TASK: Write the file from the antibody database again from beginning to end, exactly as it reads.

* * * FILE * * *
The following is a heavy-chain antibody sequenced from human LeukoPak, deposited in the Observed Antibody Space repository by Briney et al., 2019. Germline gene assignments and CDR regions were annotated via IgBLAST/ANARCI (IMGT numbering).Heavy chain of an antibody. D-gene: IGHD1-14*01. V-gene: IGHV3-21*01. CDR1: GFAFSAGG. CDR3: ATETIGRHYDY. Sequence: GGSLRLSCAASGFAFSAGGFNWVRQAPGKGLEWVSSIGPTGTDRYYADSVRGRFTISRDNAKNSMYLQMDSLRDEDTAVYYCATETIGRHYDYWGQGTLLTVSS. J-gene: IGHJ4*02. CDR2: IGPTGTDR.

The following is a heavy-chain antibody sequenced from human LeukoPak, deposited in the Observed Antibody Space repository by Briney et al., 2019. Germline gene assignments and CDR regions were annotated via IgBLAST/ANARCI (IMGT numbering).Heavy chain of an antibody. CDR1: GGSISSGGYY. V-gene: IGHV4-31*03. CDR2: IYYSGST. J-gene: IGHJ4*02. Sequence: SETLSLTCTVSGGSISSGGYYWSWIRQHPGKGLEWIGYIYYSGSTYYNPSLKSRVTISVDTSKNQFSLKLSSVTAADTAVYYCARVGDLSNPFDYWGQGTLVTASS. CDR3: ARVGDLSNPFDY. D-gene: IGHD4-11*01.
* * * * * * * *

The following is a heavy-chain antibody sequenced from human LeukoPak, deposited in the Observed Antibody Space repository by Briney et al., 2019. Germline gene assignments and CDR regions were annotated via IgBLAST/ANARCI (IMGT numbering).Heavy chain of an antibody. D-gene: IGHD1-14*01. V-gene: IGHV3-21*01. CDR1: GFAFSAGG. CDR3: ATETIGRHYDY. Sequence: GGSLRLSCAASGFAFSAGGFNWVRQAPGKGLEWVSSIGPTGTDRYYADSVRGRFTISRDNAKNSMYLQMDSLRDEDTAVYYCATETIGRHYDYWGQGTLLTVSS. J-gene: IGHJ4*02. CDR2: IGPTGTDR.

The following is a heavy-chain antibody sequenced from human LeukoPak, deposited in the Observed Antibody Space repository by Briney et al., 2019. Germline gene assignments and CDR regions were annotated via IgBLAST/ANARCI (IMGT numbering).Heavy chain of an antibody. CDR1: GGSISSGGYY. V-gene: IGHV4-31*03. CDR2: IYYSGST. J-gene: IGHJ4*02. Sequence: SETLSLTCTVSGGSISSGGYYWSWIRQHPGKGLEWIGYIYYSGSTYYNPSLKSRVTISVDTSKNQFSLKLSSVTAADTAVYYCARVGDLSNPFDYWGQGTLVTASS. CDR3: ARVGDLSNPFDY. D-gene: IGHD4-11*01.